‘It’s too tight,’ said Rocco, choking back a lump as he hastily pulled the tunic off. So his wings were monstrously large as well as blue; he didn’t need reminding. He shoved the rumpled garment into the minionatro’s arms.
‘Let me handle it,’ said the minionatro.
Rocco pinched his arm again. He couldn’t get distracted by the mess he was in. He had to focus his eye on the prize – freedom. Why was the minionatro missing his wings anyway? Had he killed someone? Murderers in Gogogamesh were strung up in the city square. Twice a year, in Spring and at Harvest, everyone gathered to watch the executions. Rocco had never been, but he’d heard there was always a big party afterward.
The minionatro returned with a needle, thread and scissors. Cutting both wing holes open wider, the minionatro began to stitch the freshly cut edge. Having completed one wing sleeve, he had just begun the other when Stinky Breath strode into the room.
‘I’ve got better things to do than hang here all day. Hurry on or you’ll find yourself short more than a pair of wings!’
The minionatro’s hands trembled as he thrust the tunic, thread and dangling needle into Rocco’s arms. Bowing stiffly to the Air Marshal he hastened away.
‘Two minutes. Outside.’ Stinky Breath glared and turned heel.
Sputtering a few tears Rocco pulled on the tunic. His nerves were shot, he couldn’t stop shaking. His hands smoothed over the silky fabric as it fell over his thighs. Finding his towel again, he wiped his eyes. There was nothing to do but get on with it.
Once outside, Stinky Breath and Knife-in-the-Back turned and gaped. Not long, just long enough to wink at each other and swing their heads toward the path, directing him to follow. They set off in the direction they had come. Rocco fell into step at the back.
Now that both of them were walking out in front, he could have a better look around. He would examine everything that came within his sightline: every building and door, every urvogel, everything that was said. The Krakatoans might be sizing him up, but he would do the same.
After a short period of walking, they arrived at a two-storey vine-covered building. ‘Roosting Hall’ said the sign above the door. Inside, they ascended a wide set of stairs and crossed the threshold of a broad, high room.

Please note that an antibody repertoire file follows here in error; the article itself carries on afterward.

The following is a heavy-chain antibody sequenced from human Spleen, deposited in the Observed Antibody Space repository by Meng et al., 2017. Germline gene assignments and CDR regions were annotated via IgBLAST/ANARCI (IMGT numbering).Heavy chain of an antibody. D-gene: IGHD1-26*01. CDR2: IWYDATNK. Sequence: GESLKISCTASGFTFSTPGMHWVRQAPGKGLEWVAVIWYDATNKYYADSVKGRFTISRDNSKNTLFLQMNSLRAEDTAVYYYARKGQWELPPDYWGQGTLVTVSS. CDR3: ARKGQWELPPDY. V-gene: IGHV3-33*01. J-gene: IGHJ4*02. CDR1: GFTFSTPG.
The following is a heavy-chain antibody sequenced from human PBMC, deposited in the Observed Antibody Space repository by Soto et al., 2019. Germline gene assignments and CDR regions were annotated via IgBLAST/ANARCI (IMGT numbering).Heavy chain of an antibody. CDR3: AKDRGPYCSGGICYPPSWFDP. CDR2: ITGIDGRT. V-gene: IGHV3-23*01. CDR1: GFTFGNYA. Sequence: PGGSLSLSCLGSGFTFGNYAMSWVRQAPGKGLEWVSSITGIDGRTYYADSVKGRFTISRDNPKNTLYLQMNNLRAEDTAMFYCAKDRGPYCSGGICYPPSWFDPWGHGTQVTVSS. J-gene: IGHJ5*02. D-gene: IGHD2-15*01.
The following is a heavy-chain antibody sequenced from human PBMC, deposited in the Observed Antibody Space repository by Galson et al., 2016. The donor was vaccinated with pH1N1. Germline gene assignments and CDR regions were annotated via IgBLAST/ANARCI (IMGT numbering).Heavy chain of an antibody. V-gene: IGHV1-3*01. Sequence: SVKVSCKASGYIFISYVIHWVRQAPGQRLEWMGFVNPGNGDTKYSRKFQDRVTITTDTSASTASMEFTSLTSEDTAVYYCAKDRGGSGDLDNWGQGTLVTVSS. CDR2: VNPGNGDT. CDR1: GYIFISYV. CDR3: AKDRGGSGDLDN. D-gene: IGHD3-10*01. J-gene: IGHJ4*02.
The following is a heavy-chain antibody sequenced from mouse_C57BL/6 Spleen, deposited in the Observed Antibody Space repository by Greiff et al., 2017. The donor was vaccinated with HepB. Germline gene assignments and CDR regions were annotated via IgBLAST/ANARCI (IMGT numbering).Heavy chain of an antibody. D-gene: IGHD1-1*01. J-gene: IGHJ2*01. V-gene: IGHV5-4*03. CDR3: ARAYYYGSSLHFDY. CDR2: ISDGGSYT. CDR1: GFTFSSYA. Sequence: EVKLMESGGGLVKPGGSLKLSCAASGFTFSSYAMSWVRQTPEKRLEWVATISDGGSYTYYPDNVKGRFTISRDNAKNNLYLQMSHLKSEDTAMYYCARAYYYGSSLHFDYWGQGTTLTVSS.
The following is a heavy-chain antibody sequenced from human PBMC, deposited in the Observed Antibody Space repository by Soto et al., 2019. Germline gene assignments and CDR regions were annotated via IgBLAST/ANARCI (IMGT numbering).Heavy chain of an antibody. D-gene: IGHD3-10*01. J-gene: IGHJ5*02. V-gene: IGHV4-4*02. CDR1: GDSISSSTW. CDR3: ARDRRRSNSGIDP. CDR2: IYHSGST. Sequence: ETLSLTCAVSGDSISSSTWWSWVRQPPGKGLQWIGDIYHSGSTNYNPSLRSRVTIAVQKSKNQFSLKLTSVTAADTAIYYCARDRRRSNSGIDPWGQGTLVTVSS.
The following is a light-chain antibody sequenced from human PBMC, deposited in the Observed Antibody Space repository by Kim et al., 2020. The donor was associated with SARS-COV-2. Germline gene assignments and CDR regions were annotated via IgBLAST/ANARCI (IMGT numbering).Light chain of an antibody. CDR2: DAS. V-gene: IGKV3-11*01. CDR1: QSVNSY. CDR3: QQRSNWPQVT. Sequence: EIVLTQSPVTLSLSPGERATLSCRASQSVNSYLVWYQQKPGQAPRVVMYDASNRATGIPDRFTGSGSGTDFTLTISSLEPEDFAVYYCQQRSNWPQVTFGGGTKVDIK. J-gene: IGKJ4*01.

‘Number eleven,’ said Stinky Breath, pushing Rocco in. Having carried out Harpia’s orders, he and Knife-in-the-Back paid him no more interest. At least they had delivered him in one piece to Roosting Hall. Their heels clicked away.
Rows of beds, with neatly tucked-in white sheets, stood across the floor of the room. A small plaque with a number was fastened to each headboard. A three-metre pole with hooks was attached to the foot of every bed. Rocco found number eleven, which was the last in a row and pushed up against the wall. He slumped down on the side of the bed, abnormally long since urvogels, especially the adults, were tall.
The minionatro’s needle pricked his thigh. He’d put the tunic on without cutting off the thread. He pulled the needle out and wove it securely into the hem of his tunic. He lay down, and promptly fell asleep.
When he opened his eyes again, the room was full of white robes getting ready for bed. Their wings glowed white in the room’s fading light. Some were talking on the side of their beds; others were hanging their clothes on the poles at the ends of the beds. They all stared. A few pointed and whispered.
Rocco sat up on the side of the bed, pulling his sheet over his wings.
Wheat Hair came in. He was talking sombrely to Girl. They sat down on a bed occupied by a flame-haired urvogel. Rocco stared. He’d never seen such hair.
What would Wheat Hair and Girl say if they knew he’d been spying on them yesterday? They probably wouldn’t like it one bit. They’d likely say something rude. Were all urvogels as sharp-tongued as Harpia or did they have to learn it? The minionatro hadn’t said anything insulting, but he was a servant. He’d likely been trained to be subservient. Stinky Breath, on the other hand, seemed naturally cross and ill-tempered. They were probably all like that, outside their own circle of friends.